“I know that the university is really thinking deeply about its role and thinking about history of race, and racism,” said Hyra, citing the Antiracist Research and Policy Center’s new fellowship in the History of Slavery and its Legacies in D.C., among other efforts to uncover this history.

“But, I also think it’s important for the university to think about its contemporary role in alleviating the racial disparities that we have in our city,” Hyra said.

“Invisible Walls:” Local leaders work to change zoning codes

On Sept. 29, the organization Ward 3 Vision hosted a virtual event entitled “Help Take Down the Invisible Walls Around Ward 3,” which featured local speakers such as Dan Reed and Ward 3 Councilmember Mary Cheh, among others. According to Ward 3 Vision, the ward’s “invisible walls” referred, of course, to the comorbid legacies of racially restrictive covenants and redlining policies, but more specifically, to a zoning code which some view as exclusionary.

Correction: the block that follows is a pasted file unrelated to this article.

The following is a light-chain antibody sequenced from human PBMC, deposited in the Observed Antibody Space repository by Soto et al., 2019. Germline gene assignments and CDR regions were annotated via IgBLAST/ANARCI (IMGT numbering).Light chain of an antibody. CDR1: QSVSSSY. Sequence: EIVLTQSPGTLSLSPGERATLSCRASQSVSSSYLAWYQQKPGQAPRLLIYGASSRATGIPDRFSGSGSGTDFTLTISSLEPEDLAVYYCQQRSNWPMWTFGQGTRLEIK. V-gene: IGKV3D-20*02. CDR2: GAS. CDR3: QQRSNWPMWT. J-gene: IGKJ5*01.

“Many municipalities in sections of cities and towns would zone in a way that would make it very difficult for units that accommodate low income people to go in,” Hyra said. “So, there’s been a big push to, instead of doing exclusionary zoning, trying to do inclusionary zoning, and what that means is to change the zoning code.”

Ward 3 Vision has been one of the groups engaged in this push locally. They said that a “long history of systemic practices of discrimination has led to our present lack of choices in housing types” in Ward 3.  They said that the passage of Washington Mayor Muriel Bowser’s Comprehensive Plan Amendment Act (B23-0736) — the primary charge of which is to create 36,000 more housing units in the District by 2025 — will be vital to reforming the local zoning code and making Ward 3 a more inclusive community.